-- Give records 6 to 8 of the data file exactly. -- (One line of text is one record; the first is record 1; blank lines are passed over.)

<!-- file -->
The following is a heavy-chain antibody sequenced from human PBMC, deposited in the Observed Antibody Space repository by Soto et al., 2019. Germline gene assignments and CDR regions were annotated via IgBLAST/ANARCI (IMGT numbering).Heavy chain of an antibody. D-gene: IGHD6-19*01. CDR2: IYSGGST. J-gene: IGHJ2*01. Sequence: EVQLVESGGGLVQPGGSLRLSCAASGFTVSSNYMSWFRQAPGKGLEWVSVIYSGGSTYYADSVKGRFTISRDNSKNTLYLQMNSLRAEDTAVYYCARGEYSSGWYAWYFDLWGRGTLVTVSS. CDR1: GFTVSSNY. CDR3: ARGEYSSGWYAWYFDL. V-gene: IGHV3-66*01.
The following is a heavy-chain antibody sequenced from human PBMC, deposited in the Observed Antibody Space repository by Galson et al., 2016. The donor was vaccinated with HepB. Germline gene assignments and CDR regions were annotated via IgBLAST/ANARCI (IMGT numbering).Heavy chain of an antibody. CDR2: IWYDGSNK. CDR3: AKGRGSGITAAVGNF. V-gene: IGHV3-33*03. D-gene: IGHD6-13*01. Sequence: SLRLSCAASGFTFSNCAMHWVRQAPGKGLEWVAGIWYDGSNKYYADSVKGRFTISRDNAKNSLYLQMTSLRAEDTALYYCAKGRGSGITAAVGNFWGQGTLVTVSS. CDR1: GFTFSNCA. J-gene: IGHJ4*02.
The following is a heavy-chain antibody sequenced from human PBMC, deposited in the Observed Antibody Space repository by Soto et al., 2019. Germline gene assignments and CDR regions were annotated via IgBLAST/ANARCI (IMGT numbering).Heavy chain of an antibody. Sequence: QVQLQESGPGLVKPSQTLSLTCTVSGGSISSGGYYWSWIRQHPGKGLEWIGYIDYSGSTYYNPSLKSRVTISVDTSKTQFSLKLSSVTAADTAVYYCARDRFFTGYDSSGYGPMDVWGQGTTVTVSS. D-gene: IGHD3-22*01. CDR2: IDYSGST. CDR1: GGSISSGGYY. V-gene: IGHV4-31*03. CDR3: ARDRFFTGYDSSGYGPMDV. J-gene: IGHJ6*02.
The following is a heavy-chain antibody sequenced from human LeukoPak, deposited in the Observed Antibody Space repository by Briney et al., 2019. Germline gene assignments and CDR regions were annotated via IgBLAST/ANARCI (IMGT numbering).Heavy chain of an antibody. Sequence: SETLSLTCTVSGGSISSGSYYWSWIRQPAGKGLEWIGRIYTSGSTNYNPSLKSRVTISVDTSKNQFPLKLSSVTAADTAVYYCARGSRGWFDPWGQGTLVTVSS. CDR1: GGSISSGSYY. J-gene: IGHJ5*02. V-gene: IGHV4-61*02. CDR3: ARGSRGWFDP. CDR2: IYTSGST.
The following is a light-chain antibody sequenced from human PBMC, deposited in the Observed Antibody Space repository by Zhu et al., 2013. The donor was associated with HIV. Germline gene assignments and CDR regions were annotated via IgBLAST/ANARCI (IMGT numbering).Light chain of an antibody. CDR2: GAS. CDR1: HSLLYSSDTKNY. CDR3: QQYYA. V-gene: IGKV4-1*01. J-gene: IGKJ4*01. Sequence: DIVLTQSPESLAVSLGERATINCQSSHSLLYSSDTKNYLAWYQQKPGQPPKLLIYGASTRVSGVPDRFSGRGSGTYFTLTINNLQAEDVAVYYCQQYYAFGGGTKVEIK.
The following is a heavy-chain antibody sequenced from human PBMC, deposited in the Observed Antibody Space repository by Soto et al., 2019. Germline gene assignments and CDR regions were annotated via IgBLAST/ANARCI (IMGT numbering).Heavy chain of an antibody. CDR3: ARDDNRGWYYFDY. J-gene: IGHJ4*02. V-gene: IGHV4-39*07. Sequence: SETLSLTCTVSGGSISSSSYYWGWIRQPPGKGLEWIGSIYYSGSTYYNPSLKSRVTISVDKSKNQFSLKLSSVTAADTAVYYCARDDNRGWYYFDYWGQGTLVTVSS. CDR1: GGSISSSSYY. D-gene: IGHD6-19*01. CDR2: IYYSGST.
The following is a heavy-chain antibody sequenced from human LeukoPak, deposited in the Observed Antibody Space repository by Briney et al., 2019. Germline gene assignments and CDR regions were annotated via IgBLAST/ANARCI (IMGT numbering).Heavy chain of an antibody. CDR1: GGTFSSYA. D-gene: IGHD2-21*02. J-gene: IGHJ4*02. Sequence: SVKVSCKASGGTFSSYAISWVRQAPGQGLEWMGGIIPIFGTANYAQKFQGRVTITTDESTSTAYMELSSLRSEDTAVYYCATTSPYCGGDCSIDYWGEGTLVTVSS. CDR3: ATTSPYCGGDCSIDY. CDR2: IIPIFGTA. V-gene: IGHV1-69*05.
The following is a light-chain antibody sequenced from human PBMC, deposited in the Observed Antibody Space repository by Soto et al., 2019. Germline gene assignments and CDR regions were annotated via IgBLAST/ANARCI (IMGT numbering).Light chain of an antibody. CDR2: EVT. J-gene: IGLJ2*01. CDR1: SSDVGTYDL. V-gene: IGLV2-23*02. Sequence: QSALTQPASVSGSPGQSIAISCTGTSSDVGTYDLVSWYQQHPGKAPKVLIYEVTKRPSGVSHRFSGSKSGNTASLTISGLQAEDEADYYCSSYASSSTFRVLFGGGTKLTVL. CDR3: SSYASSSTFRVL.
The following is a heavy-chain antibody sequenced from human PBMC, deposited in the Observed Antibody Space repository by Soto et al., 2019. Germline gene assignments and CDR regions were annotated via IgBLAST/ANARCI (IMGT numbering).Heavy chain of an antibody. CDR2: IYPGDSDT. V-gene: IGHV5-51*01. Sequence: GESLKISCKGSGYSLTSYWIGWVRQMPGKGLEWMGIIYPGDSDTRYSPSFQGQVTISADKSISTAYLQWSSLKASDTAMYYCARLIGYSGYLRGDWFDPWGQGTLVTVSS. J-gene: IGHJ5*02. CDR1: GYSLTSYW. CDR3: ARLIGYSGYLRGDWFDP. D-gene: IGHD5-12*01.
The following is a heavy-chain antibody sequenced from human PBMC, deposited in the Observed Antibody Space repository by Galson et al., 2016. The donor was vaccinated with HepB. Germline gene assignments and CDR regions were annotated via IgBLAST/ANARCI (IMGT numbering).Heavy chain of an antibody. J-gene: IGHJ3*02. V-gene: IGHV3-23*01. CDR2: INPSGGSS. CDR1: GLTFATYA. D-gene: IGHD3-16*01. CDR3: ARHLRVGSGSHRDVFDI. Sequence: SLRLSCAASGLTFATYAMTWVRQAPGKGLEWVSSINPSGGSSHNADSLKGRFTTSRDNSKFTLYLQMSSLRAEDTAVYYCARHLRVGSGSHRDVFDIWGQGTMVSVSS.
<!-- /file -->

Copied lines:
The following is a heavy-chain antibody sequenced from human PBMC, deposited in the Observed Antibody Space repository by Soto et al., 2019. Germline gene assignments and CDR regions were annotated via IgBLAST/ANARCI (IMGT numbering).Heavy chain of an antibody. CDR3: ARDDNRGWYYFDY. J-gene: IGHJ4*02. V-gene: IGHV4-39*07. Sequence: SETLSLTCTVSGGSISSSSYYWGWIRQPPGKGLEWIGSIYYSGSTYYNPSLKSRVTISVDKSKNQFSLKLSSVTAADTAVYYCARDDNRGWYYFDYWGQGTLVTVSS. CDR1: GGSISSSSYY. D-gene: IGHD6-19*01. CDR2: IYYSGST.
The following is a heavy-chain antibody sequenced from human LeukoPak, deposited in the Observed Antibody Space repository by Briney et al., 2019. Germline gene assignments and CDR regions were annotated via IgBLAST/ANARCI (IMGT numbering).Heavy chain of an antibody. CDR1: GGTFSSYA. D-gene: IGHD2-21*02. J-gene: IGHJ4*02. Sequence: SVKVSCKASGGTFSSYAISWVRQAPGQGLEWMGGIIPIFGTANYAQKFQGRVTITTDESTSTAYMELSSLRSEDTAVYYCATTSPYCGGDCSIDYWGEGTLVTVSS. CDR3: ATTSPYCGGDCSIDY. CDR2: IIPIFGTA. V-gene: IGHV1-69*05.
The following is a light-chain antibody sequenced from human PBMC, deposited in the Observed Antibody Space repository by Soto et al., 2019. Germline gene assignments and CDR regions were annotated via IgBLAST/ANARCI (IMGT numbering).Light chain of an antibody. CDR2: EVT. J-gene: IGLJ2*01. CDR1: SSDVGTYDL. V-gene: IGLV2-23*02. Sequence: QSALTQPASVSGSPGQSIAISCTGTSSDVGTYDLVSWYQQHPGKAPKVLIYEVTKRPSGVSHRFSGSKSGNTASLTISGLQAEDEADYYCSSYASSSTFRVLFGGGTKLTVL. CDR3: SSYASSSTFRVL.